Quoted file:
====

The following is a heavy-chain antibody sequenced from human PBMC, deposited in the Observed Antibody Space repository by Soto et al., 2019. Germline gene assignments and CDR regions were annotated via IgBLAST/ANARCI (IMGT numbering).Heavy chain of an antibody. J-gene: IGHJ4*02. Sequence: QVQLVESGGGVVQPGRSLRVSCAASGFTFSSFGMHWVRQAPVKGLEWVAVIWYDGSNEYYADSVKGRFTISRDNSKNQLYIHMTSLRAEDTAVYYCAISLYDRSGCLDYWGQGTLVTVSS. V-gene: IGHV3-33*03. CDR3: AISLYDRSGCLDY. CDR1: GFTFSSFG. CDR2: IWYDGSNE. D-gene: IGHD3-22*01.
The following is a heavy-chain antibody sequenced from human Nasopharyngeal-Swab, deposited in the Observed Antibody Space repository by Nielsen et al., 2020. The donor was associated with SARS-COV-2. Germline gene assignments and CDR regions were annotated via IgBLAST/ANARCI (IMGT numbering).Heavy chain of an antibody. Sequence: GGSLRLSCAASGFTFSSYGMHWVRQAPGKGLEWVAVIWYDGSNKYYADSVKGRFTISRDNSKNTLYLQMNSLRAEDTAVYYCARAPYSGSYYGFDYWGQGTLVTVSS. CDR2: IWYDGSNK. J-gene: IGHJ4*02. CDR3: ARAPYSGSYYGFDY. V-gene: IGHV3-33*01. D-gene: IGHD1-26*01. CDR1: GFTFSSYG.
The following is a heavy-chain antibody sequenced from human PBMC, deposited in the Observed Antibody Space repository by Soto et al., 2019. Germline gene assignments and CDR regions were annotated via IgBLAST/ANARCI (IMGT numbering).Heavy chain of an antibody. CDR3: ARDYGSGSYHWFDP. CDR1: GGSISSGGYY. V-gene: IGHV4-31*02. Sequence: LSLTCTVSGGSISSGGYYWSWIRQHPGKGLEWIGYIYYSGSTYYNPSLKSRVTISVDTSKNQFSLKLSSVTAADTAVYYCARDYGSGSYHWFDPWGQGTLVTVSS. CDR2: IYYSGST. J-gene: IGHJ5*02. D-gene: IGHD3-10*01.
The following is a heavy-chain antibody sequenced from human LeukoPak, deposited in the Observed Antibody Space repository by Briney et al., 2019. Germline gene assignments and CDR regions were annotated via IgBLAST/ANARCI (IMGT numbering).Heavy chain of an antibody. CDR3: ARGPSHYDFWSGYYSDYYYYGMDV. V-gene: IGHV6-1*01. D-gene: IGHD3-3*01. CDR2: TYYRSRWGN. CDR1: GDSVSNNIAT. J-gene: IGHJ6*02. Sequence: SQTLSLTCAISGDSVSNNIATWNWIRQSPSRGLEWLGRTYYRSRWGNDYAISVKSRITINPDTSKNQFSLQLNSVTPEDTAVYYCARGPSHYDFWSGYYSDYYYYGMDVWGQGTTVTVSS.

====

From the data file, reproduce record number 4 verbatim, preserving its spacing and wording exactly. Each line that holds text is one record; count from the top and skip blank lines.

The following is a heavy-chain antibody sequenced from human LeukoPak, deposited in the Observed Antibody Space repository by Briney et al., 2019. Germline gene assignments and CDR regions were annotated via IgBLAST/ANARCI (IMGT numbering).Heavy chain of an antibody. CDR3: ARGPSHYDFWSGYYSDYYYYGMDV. V-gene: IGHV6-1*01. D-gene: IGHD3-3*01. CDR2: TYYRSRWGN. CDR1: GDSVSNNIAT. J-gene: IGHJ6*02. Sequence: SQTLSLTCAISGDSVSNNIATWNWIRQSPSRGLEWLGRTYYRSRWGNDYAISVKSRITINPDTSKNQFSLQLNSVTPEDTAVYYCARGPSHYDFWSGYYSDYYYYGMDVWGQGTTVTVSS.